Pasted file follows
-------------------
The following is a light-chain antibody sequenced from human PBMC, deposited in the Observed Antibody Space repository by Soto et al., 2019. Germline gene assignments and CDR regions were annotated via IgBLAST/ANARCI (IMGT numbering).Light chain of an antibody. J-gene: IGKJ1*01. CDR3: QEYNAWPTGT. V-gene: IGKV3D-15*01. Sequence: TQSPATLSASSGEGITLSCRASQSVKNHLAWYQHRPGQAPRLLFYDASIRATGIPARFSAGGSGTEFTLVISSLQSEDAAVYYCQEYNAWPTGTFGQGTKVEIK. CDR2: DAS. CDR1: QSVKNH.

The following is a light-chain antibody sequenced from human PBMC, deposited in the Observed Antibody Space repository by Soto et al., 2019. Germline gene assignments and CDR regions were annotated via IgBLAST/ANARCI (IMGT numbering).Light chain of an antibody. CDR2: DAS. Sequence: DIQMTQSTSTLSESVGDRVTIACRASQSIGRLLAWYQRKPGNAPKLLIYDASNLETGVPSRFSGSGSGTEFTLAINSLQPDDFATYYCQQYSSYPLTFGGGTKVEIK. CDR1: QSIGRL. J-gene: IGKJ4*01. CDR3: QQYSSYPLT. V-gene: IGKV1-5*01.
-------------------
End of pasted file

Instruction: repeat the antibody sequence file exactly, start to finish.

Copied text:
The following is a light-chain antibody sequenced from human PBMC, deposited in the Observed Antibody Space repository by Soto et al., 2019. Germline gene assignments and CDR regions were annotated via IgBLAST/ANARCI (IMGT numbering).Light chain of an antibody. J-gene: IGKJ1*01. CDR3: QEYNAWPTGT. V-gene: IGKV3D-15*01. Sequence: TQSPATLSASSGEGITLSCRASQSVKNHLAWYQHRPGQAPRLLFYDASIRATGIPARFSAGGSGTEFTLVISSLQSEDAAVYYCQEYNAWPTGTFGQGTKVEIK. CDR2: DAS. CDR1: QSVKNH.

The following is a light-chain antibody sequenced from human PBMC, deposited in the Observed Antibody Space repository by Soto et al., 2019. Germline gene assignments and CDR regions were annotated via IgBLAST/ANARCI (IMGT numbering).Light chain of an antibody. CDR2: DAS. Sequence: DIQMTQSTSTLSESVGDRVTIACRASQSIGRLLAWYQRKPGNAPKLLIYDASNLETGVPSRFSGSGSGTEFTLAINSLQPDDFATYYCQQYSSYPLTFGGGTKVEIK. CDR1: QSIGRL. J-gene: IGKJ4*01. CDR3: QQYSSYPLT. V-gene: IGKV1-5*01.